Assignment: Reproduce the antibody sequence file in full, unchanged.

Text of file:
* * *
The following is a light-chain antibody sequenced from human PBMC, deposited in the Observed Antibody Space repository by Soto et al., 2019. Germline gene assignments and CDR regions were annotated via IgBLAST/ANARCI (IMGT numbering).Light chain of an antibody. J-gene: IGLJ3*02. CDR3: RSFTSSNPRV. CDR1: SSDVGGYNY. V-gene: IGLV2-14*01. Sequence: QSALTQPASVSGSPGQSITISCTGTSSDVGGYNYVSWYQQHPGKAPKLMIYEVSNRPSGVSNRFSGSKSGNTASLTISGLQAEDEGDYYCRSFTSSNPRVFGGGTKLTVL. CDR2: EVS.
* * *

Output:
The following is a light-chain antibody sequenced from human PBMC, deposited in the Observed Antibody Space repository by Soto et al., 2019. Germline gene assignments and CDR regions were annotated via IgBLAST/ANARCI (IMGT numbering).Light chain of an antibody. J-gene: IGLJ3*02. CDR3: RSFTSSNPRV. CDR1: SSDVGGYNY. V-gene: IGLV2-14*01. Sequence: QSALTQPASVSGSPGQSITISCTGTSSDVGGYNYVSWYQQHPGKAPKLMIYEVSNRPSGVSNRFSGSKSGNTASLTISGLQAEDEGDYYCRSFTSSNPRVFGGGTKLTVL. CDR2: EVS.